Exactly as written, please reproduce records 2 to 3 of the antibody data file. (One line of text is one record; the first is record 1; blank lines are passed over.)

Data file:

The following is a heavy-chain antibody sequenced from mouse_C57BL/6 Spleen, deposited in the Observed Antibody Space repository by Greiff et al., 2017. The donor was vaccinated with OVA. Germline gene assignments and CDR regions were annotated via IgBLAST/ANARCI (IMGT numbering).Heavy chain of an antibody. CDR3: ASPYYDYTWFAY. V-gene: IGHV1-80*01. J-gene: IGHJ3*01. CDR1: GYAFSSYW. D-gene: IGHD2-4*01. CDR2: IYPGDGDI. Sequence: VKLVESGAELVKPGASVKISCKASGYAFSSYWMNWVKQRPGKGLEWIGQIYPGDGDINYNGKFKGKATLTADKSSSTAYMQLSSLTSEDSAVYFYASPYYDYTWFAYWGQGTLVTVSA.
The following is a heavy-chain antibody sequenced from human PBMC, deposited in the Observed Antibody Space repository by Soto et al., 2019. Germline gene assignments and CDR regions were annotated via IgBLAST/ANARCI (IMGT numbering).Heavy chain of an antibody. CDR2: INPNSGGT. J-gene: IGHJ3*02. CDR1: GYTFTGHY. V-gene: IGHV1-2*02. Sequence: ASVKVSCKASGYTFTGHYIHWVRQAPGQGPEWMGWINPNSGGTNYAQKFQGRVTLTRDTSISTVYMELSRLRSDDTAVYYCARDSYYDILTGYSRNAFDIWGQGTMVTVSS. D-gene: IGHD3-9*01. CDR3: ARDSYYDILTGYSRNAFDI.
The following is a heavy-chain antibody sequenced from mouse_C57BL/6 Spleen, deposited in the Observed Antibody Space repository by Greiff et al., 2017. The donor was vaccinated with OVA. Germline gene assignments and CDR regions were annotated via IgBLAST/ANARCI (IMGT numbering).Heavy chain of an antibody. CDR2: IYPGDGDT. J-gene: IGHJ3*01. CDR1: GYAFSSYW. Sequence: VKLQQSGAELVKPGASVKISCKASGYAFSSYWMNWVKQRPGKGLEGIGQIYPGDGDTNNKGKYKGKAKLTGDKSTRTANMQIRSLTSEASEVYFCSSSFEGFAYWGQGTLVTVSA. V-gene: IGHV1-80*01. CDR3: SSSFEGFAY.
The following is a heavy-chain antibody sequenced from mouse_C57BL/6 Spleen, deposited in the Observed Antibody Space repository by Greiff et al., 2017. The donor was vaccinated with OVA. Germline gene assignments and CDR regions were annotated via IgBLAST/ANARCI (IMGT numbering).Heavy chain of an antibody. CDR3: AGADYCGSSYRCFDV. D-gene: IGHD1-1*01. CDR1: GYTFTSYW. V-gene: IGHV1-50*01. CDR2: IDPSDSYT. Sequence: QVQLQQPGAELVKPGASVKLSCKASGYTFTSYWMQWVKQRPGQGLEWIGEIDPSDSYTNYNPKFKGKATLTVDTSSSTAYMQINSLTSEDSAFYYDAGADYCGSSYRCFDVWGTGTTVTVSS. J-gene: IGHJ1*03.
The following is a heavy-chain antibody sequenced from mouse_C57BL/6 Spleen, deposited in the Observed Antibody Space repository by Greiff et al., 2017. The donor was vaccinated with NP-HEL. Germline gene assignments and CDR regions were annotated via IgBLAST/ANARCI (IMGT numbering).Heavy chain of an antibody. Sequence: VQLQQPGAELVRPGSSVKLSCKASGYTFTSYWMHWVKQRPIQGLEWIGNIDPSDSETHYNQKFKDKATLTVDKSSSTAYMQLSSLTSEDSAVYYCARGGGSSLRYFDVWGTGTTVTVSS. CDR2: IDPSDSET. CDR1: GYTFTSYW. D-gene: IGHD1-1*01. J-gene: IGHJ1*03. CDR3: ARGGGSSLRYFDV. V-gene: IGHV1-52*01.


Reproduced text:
The following is a heavy-chain antibody sequenced from human PBMC, deposited in the Observed Antibody Space repository by Soto et al., 2019. Germline gene assignments and CDR regions were annotated via IgBLAST/ANARCI (IMGT numbering).Heavy chain of an antibody. CDR2: INPNSGGT. J-gene: IGHJ3*02. CDR1: GYTFTGHY. V-gene: IGHV1-2*02. Sequence: ASVKVSCKASGYTFTGHYIHWVRQAPGQGPEWMGWINPNSGGTNYAQKFQGRVTLTRDTSISTVYMELSRLRSDDTAVYYCARDSYYDILTGYSRNAFDIWGQGTMVTVSS. D-gene: IGHD3-9*01. CDR3: ARDSYYDILTGYSRNAFDI.
The following is a heavy-chain antibody sequenced from mouse_C57BL/6 Spleen, deposited in the Observed Antibody Space repository by Greiff et al., 2017. The donor was vaccinated with OVA. Germline gene assignments and CDR regions were annotated via IgBLAST/ANARCI (IMGT numbering).Heavy chain of an antibody. CDR2: IYPGDGDT. J-gene: IGHJ3*01. CDR1: GYAFSSYW. Sequence: VKLQQSGAELVKPGASVKISCKASGYAFSSYWMNWVKQRPGKGLEGIGQIYPGDGDTNNKGKYKGKAKLTGDKSTRTANMQIRSLTSEASEVYFCSSSFEGFAYWGQGTLVTVSA. V-gene: IGHV1-80*01. CDR3: SSSFEGFAY.